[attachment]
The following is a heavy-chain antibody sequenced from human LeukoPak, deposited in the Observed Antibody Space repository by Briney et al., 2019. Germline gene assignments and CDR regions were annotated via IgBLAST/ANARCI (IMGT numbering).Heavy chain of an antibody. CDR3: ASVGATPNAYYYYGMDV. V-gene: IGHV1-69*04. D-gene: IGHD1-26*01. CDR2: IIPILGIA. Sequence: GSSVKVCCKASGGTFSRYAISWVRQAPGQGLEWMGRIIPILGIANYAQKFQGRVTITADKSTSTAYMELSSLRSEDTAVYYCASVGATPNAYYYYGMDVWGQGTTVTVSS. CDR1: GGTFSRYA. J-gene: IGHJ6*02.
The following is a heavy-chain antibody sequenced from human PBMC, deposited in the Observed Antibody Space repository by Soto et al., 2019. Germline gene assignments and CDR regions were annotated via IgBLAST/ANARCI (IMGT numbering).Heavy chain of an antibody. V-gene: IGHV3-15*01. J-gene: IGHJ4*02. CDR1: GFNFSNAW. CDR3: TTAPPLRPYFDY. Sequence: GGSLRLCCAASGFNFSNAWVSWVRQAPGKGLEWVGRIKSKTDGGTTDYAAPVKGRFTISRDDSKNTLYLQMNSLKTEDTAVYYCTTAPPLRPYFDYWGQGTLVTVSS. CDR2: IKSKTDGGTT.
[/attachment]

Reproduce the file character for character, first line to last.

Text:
The following is a heavy-chain antibody sequenced from human LeukoPak, deposited in the Observed Antibody Space repository by Briney et al., 2019. Germline gene assignments and CDR regions were annotated via IgBLAST/ANARCI (IMGT numbering).Heavy chain of an antibody. CDR3: ASVGATPNAYYYYGMDV. V-gene: IGHV1-69*04. D-gene: IGHD1-26*01. CDR2: IIPILGIA. Sequence: GSSVKVCCKASGGTFSRYAISWVRQAPGQGLEWMGRIIPILGIANYAQKFQGRVTITADKSTSTAYMELSSLRSEDTAVYYCASVGATPNAYYYYGMDVWGQGTTVTVSS. CDR1: GGTFSRYA. J-gene: IGHJ6*02.
The following is a heavy-chain antibody sequenced from human PBMC, deposited in the Observed Antibody Space repository by Soto et al., 2019. Germline gene assignments and CDR regions were annotated via IgBLAST/ANARCI (IMGT numbering).Heavy chain of an antibody. V-gene: IGHV3-15*01. J-gene: IGHJ4*02. CDR1: GFNFSNAW. CDR3: TTAPPLRPYFDY. Sequence: GGSLRLCCAASGFNFSNAWVSWVRQAPGKGLEWVGRIKSKTDGGTTDYAAPVKGRFTISRDDSKNTLYLQMNSLKTEDTAVYYCTTAPPLRPYFDYWGQGTLVTVSS. CDR2: IKSKTDGGTT.